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How would you find the lorentz force on a current-carrying wire that is looped into a solenoid?

As a followup question:

How could one use the amount of force calculated to determine whether a wire will be able to hold to those forces.

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  • $\begingroup$ What do you mean by looped in a solenoid? $\endgroup$
    – Kashmiri
    Oct 14, 2020 at 2:43
  • $\begingroup$ @Yasir Sadiq I was just referring to when you coil up a wire into a solenoid. $\endgroup$
    – dl19
    Oct 14, 2020 at 20:40
  • $\begingroup$ Have you searched for 'magnetic force'? $\endgroup$
    – my2cts
    Apr 10, 2022 at 0:08

1 Answer 1

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in an ideal solenoid the magnetic field is constant and the equation of the magnetic field is given as $\vec{B}=\mu_{0} n I_{1}$.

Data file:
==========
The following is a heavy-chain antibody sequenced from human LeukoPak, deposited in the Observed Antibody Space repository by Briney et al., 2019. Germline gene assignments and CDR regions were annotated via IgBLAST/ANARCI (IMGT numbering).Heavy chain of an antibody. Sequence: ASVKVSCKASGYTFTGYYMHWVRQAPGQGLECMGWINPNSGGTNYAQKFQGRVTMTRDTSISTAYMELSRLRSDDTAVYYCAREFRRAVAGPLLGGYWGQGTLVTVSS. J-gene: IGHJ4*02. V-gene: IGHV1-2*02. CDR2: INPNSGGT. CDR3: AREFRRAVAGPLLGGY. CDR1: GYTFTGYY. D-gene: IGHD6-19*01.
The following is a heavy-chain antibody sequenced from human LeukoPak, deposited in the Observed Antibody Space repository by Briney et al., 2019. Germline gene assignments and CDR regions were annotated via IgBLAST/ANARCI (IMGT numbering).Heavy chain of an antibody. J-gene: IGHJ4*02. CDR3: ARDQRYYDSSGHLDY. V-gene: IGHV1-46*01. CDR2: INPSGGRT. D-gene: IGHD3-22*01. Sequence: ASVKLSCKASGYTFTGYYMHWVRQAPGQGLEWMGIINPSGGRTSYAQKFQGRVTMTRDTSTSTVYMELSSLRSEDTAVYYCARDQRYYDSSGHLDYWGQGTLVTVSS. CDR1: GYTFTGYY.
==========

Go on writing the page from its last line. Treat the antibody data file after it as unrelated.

The force on the loop wire is given as $\vec{F}=I_{2} \oint \vec{d} l \times \vec{B}$ ,since $B$ is constant it'll come out of the integral, hence

$\vec{F}=I_{2}(\oint \overrightarrow{d l}) \times \vec{B}$

But $\oint \overrightarrow{d l}=0$ since the total displacement is zero,

$\Rightarrow \vec{F}=0$.

So the total force on the wire is zero however the wire will have tension in it due to the stretch on the wire.

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  • $\begingroup$ What do you mean by tension? Would adding current cause the wire to stretch? $\endgroup$
    – dl19
    Oct 17, 2020 at 21:46
  • $\begingroup$ Yes it can lead to stretch or shrink due to magnetic force on the charges moving inside the wire. See Lorentz Force. $\endgroup$
    – Kashmiri
    Oct 18, 2020 at 10:58
  • $\begingroup$ How could I calculate this tension in order to determine the resulting structural integrity of the wire in the solenoid? $\endgroup$
    – dl19
    Oct 19, 2020 at 2:18
  • $\begingroup$ There is some discssion of the forces on solenoiud magnets in en.wikipedia.org/wiki/Bitter_electromagnet. $\endgroup$
    – mike stone
    Apr 9, 2022 at 13:05

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